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501 Route 110, Amityville, NY 11701
Phone Number: 631-565-6200
Grades: 7-9

Principal: Mr. Edward Plaia

Assistant Principal: Mr. Paul Duguay

Assistant Principal: Mr. Earl Mitchell

Hours: 7:30 a.m. - 2:17 p.m.

Mission Statement


The goal of Edmund W. Miles Middle School is to promote the social, emotional, and intellectual growth of every single student. Our expectations will be high, because we believe that every single student has the capacity to succeed. Our focus is to provide a school setting that is safe and responsive to the educational and developmental needs of our students.  Our vision is shared by administrators, students, parents, community members, and all faculty and staff members.  This vision will enable all of our students to become excellent citizens and life-long learners.




Chromebook Distribution Letter

Chromebook Distribution Letter (Spanish)

Course Guide 2019-2020

Parent-Teacher Conference Letter

Parent-Teacher Conference Letter (Spanish)

Homecoming Spirit Week Flyer

Welcome Letter to Parents

Welcome Letter to Parents - Spanish

7th Grade Orientation Letter


Suggested Middle School Supply List

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Current News

Amityville Artists Earn All-County Nods

Amityville Artists Earn All-County Nods photo
Amityville Artists Earn All-County Nods photo 2
Four students from Amityville had their work selected for the Suffolk County Art Leaders Association’s annual All-County exhibit. Their art was recently displayed at Old Town Hall in Babylon.

The featured student artists included Edmund W. Miles Middle School ninth-grader Ulric Farrier (block printing) and Amityville Memorial High School juniors Brianna Desire (photography) and Astrid Dixon (drawing/mixed media). Additionally, senior Maiya Bryant displayed her artwork within the senior scholarship portion of the SCALA All-County exhibition. 

Students completed their work under the direction of art teachers Jennifer Dibble, Jayne Grasso and Nicole Pappas.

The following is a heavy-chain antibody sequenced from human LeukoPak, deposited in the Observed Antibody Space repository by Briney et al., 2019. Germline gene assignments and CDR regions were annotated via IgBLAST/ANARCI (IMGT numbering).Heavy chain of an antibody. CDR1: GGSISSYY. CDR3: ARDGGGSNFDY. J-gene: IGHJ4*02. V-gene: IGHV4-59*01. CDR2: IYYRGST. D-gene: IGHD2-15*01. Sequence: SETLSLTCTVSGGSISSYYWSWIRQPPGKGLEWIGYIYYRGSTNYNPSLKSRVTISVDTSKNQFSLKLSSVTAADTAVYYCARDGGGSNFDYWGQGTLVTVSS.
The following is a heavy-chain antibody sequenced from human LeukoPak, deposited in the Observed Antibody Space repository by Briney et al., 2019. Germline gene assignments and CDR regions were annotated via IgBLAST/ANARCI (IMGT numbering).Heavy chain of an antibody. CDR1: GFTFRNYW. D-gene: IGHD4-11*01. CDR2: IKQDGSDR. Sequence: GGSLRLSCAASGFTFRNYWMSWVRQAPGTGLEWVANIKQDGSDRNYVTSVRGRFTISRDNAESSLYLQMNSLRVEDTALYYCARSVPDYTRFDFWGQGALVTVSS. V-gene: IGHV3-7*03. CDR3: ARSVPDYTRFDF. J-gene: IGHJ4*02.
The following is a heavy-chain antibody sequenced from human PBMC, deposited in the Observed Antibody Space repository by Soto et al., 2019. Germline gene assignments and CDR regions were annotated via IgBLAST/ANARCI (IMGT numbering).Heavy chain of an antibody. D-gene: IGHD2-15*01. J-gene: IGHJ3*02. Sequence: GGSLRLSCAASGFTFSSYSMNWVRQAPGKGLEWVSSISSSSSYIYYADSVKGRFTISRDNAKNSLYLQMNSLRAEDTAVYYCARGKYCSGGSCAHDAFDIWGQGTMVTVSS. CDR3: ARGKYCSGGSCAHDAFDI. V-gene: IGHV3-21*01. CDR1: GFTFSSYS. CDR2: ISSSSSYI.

Middle School Spotlights Civil Rights Era

Middle School Spotlights Civil Rights Era photo

Students, teachers and administrators contributed their talents to celebrate Black History Month at Edmund W. Miles Middle School.

The annual production on Feb. 15 honored famous members of the Black community and highlighted important moments of the Civil Rights movement. The middle school drama club reenacted the Children’s Crusade, a 1963 movement in which children protested segregation by leaving their Birmingham, Alabama school and marching to a church. 

“We felt this was important to highlight because the event gained a lot of media coverage and was a pivotal event in the Civil Rights movement,” said social studies Chairwoman Leslie Ciliota. “It was also one of the first examples of child advocacy.”

The chorus performed a song widely associated with that era, “Lift Every Voice and Sing,” which has become known as the Black national anthem, while the jazz band played “Avenue Swing.” Principal Edward Plaia and his band, The Warriors, performed “Stand By Me” and “Three Little Birds.” Joining him were teachers Michael Bonasera, Luis Colón and Charles Martine, monitor Colin Seehoff and aide Chris Grant along with student Zackary Rodriguez on drums.

Student Jonathon Jacas broke out his Michael Jackson impression for “Smooth Criminal,” and the Step Dance team demonstrated a step battle between sororities at a Historically Black College and University. There were additional musical performances and poetry readings. The show was hosted by Gerald Asbell.

Fiction Brings History to Life at Middle School

fiction photo 1
fiction photo 2
Not only are seventh-graders becoming stronger readers, but they are also learning about the past at Edmund W. Miles Middle School. English language arts teacher Katie Pallini recently launched the historical fiction unit through Reader’s Workshop.